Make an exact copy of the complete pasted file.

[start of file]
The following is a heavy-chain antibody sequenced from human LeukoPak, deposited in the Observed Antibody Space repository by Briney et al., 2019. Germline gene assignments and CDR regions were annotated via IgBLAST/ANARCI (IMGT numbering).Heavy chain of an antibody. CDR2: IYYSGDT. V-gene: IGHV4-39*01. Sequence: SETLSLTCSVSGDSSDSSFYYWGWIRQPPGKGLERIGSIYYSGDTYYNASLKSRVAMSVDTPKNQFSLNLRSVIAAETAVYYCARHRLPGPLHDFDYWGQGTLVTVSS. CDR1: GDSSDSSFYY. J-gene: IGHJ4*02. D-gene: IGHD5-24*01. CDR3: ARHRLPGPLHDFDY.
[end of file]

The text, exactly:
The following is a heavy-chain antibody sequenced from human LeukoPak, deposited in the Observed Antibody Space repository by Briney et al., 2019. Germline gene assignments and CDR regions were annotated via IgBLAST/ANARCI (IMGT numbering).Heavy chain of an antibody. CDR2: IYYSGDT. V-gene: IGHV4-39*01. Sequence: SETLSLTCSVSGDSSDSSFYYWGWIRQPPGKGLERIGSIYYSGDTYYNASLKSRVAMSVDTPKNQFSLNLRSVIAAETAVYYCARHRLPGPLHDFDYWGQGTLVTVSS. CDR1: GDSSDSSFYY. J-gene: IGHJ4*02. D-gene: IGHD5-24*01. CDR3: ARHRLPGPLHDFDY.